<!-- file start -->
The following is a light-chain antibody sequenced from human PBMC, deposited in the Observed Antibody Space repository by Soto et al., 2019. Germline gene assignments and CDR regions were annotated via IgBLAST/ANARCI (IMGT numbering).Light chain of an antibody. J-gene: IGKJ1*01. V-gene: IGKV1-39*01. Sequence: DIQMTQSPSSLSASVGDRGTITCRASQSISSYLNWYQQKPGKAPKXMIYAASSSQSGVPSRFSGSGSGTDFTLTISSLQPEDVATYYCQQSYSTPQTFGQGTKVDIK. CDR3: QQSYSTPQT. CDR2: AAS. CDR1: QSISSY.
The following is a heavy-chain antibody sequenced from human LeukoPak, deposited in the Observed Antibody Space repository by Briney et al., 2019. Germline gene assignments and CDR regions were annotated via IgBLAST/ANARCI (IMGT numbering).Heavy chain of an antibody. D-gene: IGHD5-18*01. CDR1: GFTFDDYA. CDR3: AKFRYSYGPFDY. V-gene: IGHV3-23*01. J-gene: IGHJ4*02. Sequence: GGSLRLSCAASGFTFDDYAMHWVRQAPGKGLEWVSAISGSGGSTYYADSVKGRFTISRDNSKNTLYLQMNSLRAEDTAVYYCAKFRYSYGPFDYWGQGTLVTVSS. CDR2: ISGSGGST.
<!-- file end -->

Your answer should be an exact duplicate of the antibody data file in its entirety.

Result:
The following is a light-chain antibody sequenced from human PBMC, deposited in the Observed Antibody Space repository by Soto et al., 2019. Germline gene assignments and CDR regions were annotated via IgBLAST/ANARCI (IMGT numbering).Light chain of an antibody. J-gene: IGKJ1*01. V-gene: IGKV1-39*01. Sequence: DIQMTQSPSSLSASVGDRGTITCRASQSISSYLNWYQQKPGKAPKXMIYAASSSQSGVPSRFSGSGSGTDFTLTISSLQPEDVATYYCQQSYSTPQTFGQGTKVDIK. CDR3: QQSYSTPQT. CDR2: AAS. CDR1: QSISSY.
The following is a heavy-chain antibody sequenced from human LeukoPak, deposited in the Observed Antibody Space repository by Briney et al., 2019. Germline gene assignments and CDR regions were annotated via IgBLAST/ANARCI (IMGT numbering).Heavy chain of an antibody. D-gene: IGHD5-18*01. CDR1: GFTFDDYA. CDR3: AKFRYSYGPFDY. V-gene: IGHV3-23*01. J-gene: IGHJ4*02. Sequence: GGSLRLSCAASGFTFDDYAMHWVRQAPGKGLEWVSAISGSGGSTYYADSVKGRFTISRDNSKNTLYLQMNSLRAEDTAVYYCAKFRYSYGPFDYWGQGTLVTVSS. CDR2: ISGSGGST.